My favorite science in high school was biology, and I managed to take it twice in four years. Once as "honors" and once as "advanced placement (AP)." Still didn't become a bio major in college. Where I went to school, it seemed that half the entering class was sullen pre-med bio majors who didn't give a damn about what they were studying, and that just felt depressing.
posted by Nomyte at 8:37 AM on October 31, 2012 [1 favorite]


As I have gotten older, it's clear that chemistry is a fascinating subject with innumerable applications. But my interest in chemistry was killed at conception in high school - the ancient crone who taught the class droned in a nasal monotone that would have put Ben Klein into a vegetative coma. It was all I could do just to escape the class. I was also under the mistaken impression that I wasn't good at math, which didn't help. The fact is, I was just lazy.
posted by Xoebe at 8:59 AM on October 31, 2012


Metafilter: Hey, kids, smell my feet!
posted by CynicalKnight at 9:29 AM on October 31, 2012 [1 favorite]


In my high school annual next to a picture of a crowd scene in a hallway which happened to include me in profile-- since I refused all portrait shots of any kind-- my AP chemistry teacher wrote "you have a great future in chemistry ahead of you so long as you never set foot in a lab again!"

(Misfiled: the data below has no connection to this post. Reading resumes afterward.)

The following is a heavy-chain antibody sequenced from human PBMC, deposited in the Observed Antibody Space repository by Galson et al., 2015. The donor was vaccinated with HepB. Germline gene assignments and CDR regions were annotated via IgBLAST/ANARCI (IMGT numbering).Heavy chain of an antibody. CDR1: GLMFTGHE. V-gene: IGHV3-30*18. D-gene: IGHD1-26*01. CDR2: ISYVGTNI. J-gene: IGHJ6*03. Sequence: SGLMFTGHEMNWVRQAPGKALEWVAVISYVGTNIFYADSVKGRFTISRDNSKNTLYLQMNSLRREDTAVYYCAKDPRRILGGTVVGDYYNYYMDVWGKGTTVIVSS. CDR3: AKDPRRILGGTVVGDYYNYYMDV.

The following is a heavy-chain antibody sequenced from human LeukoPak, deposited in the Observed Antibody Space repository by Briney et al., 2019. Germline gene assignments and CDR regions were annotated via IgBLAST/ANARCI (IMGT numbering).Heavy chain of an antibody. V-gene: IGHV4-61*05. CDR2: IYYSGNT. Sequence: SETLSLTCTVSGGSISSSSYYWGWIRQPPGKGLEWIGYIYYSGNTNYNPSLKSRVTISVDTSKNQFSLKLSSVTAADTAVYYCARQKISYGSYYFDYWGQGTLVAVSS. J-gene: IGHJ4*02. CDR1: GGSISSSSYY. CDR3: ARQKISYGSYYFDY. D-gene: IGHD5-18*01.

We had a class of eight AP students which met for two consecutive periods every day, with the second period devoted to hands on laboratory exercises usually, and I knew it had been pretty rough on him (think 'trail by fire', but not metaphorically, and not only that), though I didn't realize how rough until that moment.
posted by jamjam at 10:30 AM on October 31, 2012


What do chemists do in a "work day"?

From what I've learned from TV, it mostly involves making meth, wearing hats, and blowing peoples' faces half off.
posted by Afroblanco at 11:21 AM on October 31, 2012


The "funny story" link is great:
Sure, my best one is from undergrad days. Without going into a long preamble, suffice it to say that after a significant ignition noise, with accompanying burst of flames, and subsequent whooshing of CO2 extinguishers, my undergraduate research advisor, C. David Gutsche, was drawn into the lab to find me standing at the sink holding a 3-neck 2 L roundbottom that was blackened and opaque (but at least in one piece!) He leaned over to inspect the situation closely as I stood frozen, then he leaned back and said, "Chris, like many an undergraduate, you have mistaken the well tared flask for the well tarred flask." and then he walked out.
posted by exogenous at 12:08 PM on October 31, 2012


Oh, the excellent stories I have from chem labs. In U2, we had this huge lab that all the chemistry students took, and everyone did 6 major experiments in a year: 2 organic, 4 inorganic. One of the inorganic experiments had mustard gas as a byproduct. Luckily our very old equipment held, especially given that one of the people who chose that lab was the first person in five years to need to use the emergency shower. (Really nice guy. Brilliant. Lazy in labs.)

Or we had the student who, in this same lab, ignored the "add [something, maybe a Grignard?] dropwise into an ice bath of [whatever]" and had the first explosion of the year. This was pretty normal. But not an hour later, a different student, who had seen the first explosion, just poured the reagent into the room temperature whatever because "it takes too long otherwise". Another person did it properly, but poured the very reactive compound down the sink to discard it, setting off a nice torch.